Dec. 10th, 2008

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I just thought you should all know (all five of you who check back here every month or so) that I am not dead. I was locked out.

This is the third blog that WP has decided I am no longer worth of controlling and subsequently refused my password when I updated to a newer version. Damn you, secret key! *shakes fist*

Anyway, I entered agent Nathan Bradsford’s first paragraph contest for kicks with my one literary WIP.  I read some of the entries for a couple of minutes. Then my eyes started to glaze over.

Why?

Well, for one, there are currently over 800 of them up as of 1:17 a.m. PST (that’s 4:17 a.m. EST for me) on Wednesday, 2008·12·10, and the contest ends on Thursday.

Wow.

For another, SO MANY OF THEM SOUND EXACTLY THE SAME.

You know how people tell you things to debunk common myths about their jobs, and you don’t believe them? I couldn’t imagine how a bunch of completely isolated individuals could all start different stories in different genres with nearly identical sentences. Once again, truth is stranger than fiction. Er, published fiction. But of course, none of my novels start that way. At least, I don’t think they do. Right? Right?

The genre ones need revisions. I’m not happy until everything is perfect (except for typos, gah! I always miss those even after five passes) before I submit anything to anyone for professional review, so there was no way most of my WIPs would have gone up there. NarcoLexy, however, has a focused opening, IMHO, and the reader should be able to have a clear sense of my voice by the end of the third sentence or so. Want to read it? No? Well, too bad. Here it is:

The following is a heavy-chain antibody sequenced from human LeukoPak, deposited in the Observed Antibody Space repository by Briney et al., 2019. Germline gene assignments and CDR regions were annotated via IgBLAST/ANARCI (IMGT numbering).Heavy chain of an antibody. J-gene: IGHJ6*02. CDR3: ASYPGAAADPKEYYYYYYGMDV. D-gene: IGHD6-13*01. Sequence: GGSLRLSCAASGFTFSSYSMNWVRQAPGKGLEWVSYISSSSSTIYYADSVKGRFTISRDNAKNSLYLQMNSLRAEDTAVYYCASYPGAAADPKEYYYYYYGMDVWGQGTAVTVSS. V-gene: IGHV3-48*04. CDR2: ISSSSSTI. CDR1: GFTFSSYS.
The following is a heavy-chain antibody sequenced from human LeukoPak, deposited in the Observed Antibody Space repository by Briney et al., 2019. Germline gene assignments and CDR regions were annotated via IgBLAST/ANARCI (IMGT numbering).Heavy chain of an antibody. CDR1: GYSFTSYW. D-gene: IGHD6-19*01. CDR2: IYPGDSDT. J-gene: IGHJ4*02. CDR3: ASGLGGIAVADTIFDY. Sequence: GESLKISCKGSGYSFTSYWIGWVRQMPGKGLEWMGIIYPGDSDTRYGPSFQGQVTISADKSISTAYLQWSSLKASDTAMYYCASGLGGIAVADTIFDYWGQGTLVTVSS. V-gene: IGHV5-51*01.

When I filled out my application to Harvard, I literally spent about fifteen minutes on the essay. I’m a procrastinator, and I wrote it the day it was due. I’ve managed not to tell most people that minor little detail. There are several reasons for this:
a) People will hate me.
b) The average listener will not believe me / will think I am bragging.
c) Someone might pass on the unquestionably bad advice that “procrastination pays” to an impressionable high school student. Terrible Things happen. Lexy sad now.
d) In an ironic twist of fate, the story will reach the ears of my professor, who secretly harbors a grudge against students he perceives to be ‘lucky.’
Yes, I have had many occasions in which I chose to procrastinate and I pulled through, but my sanity is not the better for it. Deadlines are vindictive, sanctimonious, stubborn little bastards. It is always better to deprive them of their powers before they have a chance to strike.

~ Chapter 1, NarcoLexy

If I've enlightened, inspired or enslaved your mind, please consider buying me a tea. Hell, just buy me one anyway. I'm still poor.

Originally published at Folklore Fanatic. You can comment here or there.

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